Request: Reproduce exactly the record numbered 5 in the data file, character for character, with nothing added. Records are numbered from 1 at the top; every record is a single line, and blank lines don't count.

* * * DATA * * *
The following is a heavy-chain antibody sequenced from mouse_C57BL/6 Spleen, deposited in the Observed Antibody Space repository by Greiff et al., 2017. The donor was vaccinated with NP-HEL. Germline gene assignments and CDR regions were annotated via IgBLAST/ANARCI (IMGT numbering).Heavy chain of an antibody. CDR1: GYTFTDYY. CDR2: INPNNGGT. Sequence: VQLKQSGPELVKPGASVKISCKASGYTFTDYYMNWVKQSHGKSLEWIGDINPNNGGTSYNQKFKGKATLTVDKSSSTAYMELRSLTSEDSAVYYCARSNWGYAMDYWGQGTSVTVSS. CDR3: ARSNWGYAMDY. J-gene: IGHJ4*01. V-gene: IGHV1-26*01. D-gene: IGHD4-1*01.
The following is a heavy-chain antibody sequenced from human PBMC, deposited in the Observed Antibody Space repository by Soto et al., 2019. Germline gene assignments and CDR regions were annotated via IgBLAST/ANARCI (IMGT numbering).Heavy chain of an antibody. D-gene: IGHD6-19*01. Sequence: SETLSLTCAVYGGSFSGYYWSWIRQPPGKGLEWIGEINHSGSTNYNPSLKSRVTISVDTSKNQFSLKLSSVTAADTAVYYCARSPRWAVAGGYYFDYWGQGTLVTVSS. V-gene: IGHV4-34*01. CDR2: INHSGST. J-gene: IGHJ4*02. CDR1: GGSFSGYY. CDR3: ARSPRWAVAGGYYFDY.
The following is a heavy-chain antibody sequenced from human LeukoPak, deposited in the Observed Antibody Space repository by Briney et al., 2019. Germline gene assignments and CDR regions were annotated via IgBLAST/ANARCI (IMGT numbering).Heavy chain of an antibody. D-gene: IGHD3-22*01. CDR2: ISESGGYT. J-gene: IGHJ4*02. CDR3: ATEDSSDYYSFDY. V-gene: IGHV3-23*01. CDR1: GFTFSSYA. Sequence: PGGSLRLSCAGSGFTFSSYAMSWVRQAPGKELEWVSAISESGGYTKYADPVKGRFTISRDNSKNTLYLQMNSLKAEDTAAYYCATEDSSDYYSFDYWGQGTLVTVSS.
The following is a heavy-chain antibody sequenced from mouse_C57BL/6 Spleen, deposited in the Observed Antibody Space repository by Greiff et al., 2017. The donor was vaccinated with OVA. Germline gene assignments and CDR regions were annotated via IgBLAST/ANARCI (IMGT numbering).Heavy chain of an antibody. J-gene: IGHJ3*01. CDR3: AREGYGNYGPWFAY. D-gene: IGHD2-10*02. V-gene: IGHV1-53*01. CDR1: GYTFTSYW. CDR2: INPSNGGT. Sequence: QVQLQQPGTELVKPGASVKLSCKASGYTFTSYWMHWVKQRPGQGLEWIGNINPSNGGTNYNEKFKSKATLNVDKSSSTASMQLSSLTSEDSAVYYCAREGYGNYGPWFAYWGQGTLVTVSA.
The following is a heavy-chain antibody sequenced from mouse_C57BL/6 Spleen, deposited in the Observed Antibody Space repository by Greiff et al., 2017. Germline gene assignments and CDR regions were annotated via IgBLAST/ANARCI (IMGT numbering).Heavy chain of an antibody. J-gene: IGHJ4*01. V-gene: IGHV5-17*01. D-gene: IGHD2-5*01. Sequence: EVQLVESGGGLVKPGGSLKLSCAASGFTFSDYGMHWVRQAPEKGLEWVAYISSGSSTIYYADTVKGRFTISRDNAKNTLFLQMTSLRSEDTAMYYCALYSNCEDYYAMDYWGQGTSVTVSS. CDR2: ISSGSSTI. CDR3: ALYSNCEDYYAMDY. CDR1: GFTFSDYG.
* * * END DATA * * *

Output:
The following is a heavy-chain antibody sequenced from mouse_C57BL/6 Spleen, deposited in the Observed Antibody Space repository by Greiff et al., 2017. Germline gene assignments and CDR regions were annotated via IgBLAST/ANARCI (IMGT numbering).Heavy chain of an antibody. J-gene: IGHJ4*01. V-gene: IGHV5-17*01. D-gene: IGHD2-5*01. Sequence: EVQLVESGGGLVKPGGSLKLSCAASGFTFSDYGMHWVRQAPEKGLEWVAYISSGSSTIYYADTVKGRFTISRDNAKNTLFLQMTSLRSEDTAMYYCALYSNCEDYYAMDYWGQGTSVTVSS. CDR2: ISSGSSTI. CDR3: ALYSNCEDYYAMDY. CDR1: GFTFSDYG.